During the first quarter of 2009 the German Airports Association (ADV) recorded a 9.3% overall drop in passenger traffic – with this in mind, Tom Allett presents our annual review of German airport news and views.
The Berlin Airports company changed its funding concept for Germany’s new Capital Airport Berlin Brandenburg International (BBI) during 2008. In view of the emerging financial and economic crisis, Berlin, Brandenburg and the Federal Government (FG) had agreed with the airport company to guarantee €2.4 billion (US$3.4bn) for BBI by means of a 100% government loan. The FG officially submitted a notification brief to the European Commission (EC) in March having been involved in preliminary talks since the beginning of this year.
After the May 13 announcement, the Mayor of Berlin and Chairman of the Supervisory Board of Berlin Airports, Klaus Wowereit, said: “We welcome the decision from Brussels. The loan guarantee enables Berlin, Brandenburg and the government to secure a line of credit for the most important traffic and development project in the German capital region. We now see ‘all systems go’ for the region’s biggest infrastructure project.”
As expected, the CEO of Berlin Airports, Dr Rainer Schwarz, was also delighted by the good news saying: “The decision gives us and the numerous banks ‘planning security’. We now have the basis for concrete negotiations. Our goal to successfully secure further funding for BBI in the second half of 2009 still remains.”
The first loan contribution is already available. The European Investment Bank (EIB) and Berlin Airports have signed a loan agreement worth €400 million (US$567m) and intend to sign another worth €600 million (US$849m).
Over at Tegel, as this edition went to press, the Berlin Airports company was about to introduce an initiative that would surely be welcomed by passengers at any airport in the world. As from July 1 it will launch a campaign to provide better customer care for those leaving the airport by taxi. In co-operation with local cab company representative bodies, a number of quality criteria and control mechanisms will be put in place to ensure that passengers taking a taxi from Tegel enjoy a high standard of service. Vehicles will have to be clean and equipped with a fully functional cash-free payment system. And drivers will no longer be allowed to refuse to drive short distances and they must have basic English skills for the benefit of their many international customers. Access roads to the taxi rank will be fitted with barriers to ensure that only qualifying cabs and drivers can gain access. Construction work for the redesigned waiting system should be complete by the time these words are read.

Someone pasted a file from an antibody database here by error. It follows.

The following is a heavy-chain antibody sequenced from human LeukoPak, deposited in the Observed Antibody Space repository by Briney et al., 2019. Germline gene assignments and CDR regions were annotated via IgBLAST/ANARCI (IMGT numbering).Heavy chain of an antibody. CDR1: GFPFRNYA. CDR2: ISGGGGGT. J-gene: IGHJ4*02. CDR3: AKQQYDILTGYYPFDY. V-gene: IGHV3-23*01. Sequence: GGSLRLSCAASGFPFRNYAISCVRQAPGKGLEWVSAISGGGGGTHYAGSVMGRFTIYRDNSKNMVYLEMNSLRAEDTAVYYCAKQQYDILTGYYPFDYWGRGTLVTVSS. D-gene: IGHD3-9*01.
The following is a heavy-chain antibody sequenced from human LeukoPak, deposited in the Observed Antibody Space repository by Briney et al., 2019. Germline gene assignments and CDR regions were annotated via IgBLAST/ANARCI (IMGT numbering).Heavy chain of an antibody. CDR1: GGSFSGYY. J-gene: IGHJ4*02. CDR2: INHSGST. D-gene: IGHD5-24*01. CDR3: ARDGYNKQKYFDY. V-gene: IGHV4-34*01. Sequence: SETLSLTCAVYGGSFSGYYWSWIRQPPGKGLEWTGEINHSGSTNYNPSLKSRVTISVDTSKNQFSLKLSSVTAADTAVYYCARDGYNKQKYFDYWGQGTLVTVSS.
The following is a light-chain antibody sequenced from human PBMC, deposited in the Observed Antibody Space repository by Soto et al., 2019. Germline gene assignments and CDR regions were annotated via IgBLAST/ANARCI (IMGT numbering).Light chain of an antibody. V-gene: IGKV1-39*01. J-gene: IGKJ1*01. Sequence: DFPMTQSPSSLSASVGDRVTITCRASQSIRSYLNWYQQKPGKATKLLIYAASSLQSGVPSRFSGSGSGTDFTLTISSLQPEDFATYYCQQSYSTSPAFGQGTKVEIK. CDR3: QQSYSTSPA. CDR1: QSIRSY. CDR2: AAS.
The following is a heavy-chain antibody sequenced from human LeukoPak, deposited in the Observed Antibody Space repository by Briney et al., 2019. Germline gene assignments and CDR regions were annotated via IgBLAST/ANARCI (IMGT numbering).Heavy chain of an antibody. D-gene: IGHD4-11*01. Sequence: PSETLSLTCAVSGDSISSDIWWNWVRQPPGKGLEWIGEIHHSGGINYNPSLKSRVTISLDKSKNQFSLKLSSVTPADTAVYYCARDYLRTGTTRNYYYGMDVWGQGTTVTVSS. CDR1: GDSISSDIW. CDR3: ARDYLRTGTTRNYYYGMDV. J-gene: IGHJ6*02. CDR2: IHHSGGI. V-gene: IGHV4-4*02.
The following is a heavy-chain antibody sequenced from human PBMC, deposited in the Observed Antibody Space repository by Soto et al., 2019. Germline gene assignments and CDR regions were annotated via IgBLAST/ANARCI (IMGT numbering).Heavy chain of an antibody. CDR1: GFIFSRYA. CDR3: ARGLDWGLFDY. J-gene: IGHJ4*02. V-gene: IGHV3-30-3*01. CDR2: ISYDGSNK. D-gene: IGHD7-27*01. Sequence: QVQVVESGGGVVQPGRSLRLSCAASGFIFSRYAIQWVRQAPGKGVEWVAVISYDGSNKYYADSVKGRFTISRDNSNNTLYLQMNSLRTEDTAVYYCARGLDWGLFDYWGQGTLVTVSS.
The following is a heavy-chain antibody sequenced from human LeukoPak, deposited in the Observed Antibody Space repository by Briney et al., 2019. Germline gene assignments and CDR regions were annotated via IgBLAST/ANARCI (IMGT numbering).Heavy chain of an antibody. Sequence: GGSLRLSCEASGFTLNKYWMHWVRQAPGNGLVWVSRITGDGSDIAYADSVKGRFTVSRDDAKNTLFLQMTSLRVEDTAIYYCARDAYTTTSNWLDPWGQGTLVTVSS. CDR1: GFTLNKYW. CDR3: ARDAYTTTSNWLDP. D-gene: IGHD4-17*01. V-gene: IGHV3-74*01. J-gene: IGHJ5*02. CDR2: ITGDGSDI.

The annual fee of €70 (US$100) per taxi driver has been abolished; instead, drivers will now pay €0.50 (US$0.70) for each fare they pick up at the airport.
When the move was announced, Christian Wiesenhütter, Deputy Managing Director of the Berlin Chamber of Commerce and Industry, said: “The start of the new quality campaign at Tegel Airport is an important step towards ensuring that passengers enjoy the standard of service they should expect to receive at a major international airport. Unfriendly drivers who refuse short fares will become a thing of the past, while credit card payment becomes standard in all cars. We are particularly pleased to see that the airport is developing and implementing this concept in close co-operation with the taxi companies.”
Taxi driver representatives have recognised that the new standards not only benefit the passengers but also enhance the city’s image because a taxi is often a visitor’s first experience of a new destination and it’s important to create a good impression.
On May 12, 2009, FedEx Express and Cologne Bonn Airport celebrated the topping-out ceremony for the cargo giant’s new Central and Eastern Europe. The Cologne hub is scheduled for completion in 2010 and will be FedEx’s largest solar-powered gateway in the world – it is also its first solar-powered hub outside the US. Together, the two organisations are investing approximately €140 million (US$195m) in the hub. It is envisaged that FedEx will employ around 450 staff at the new site. To date, the Central and Eastern Europe hub of FedEx Express has been based at Frankfurt Airport.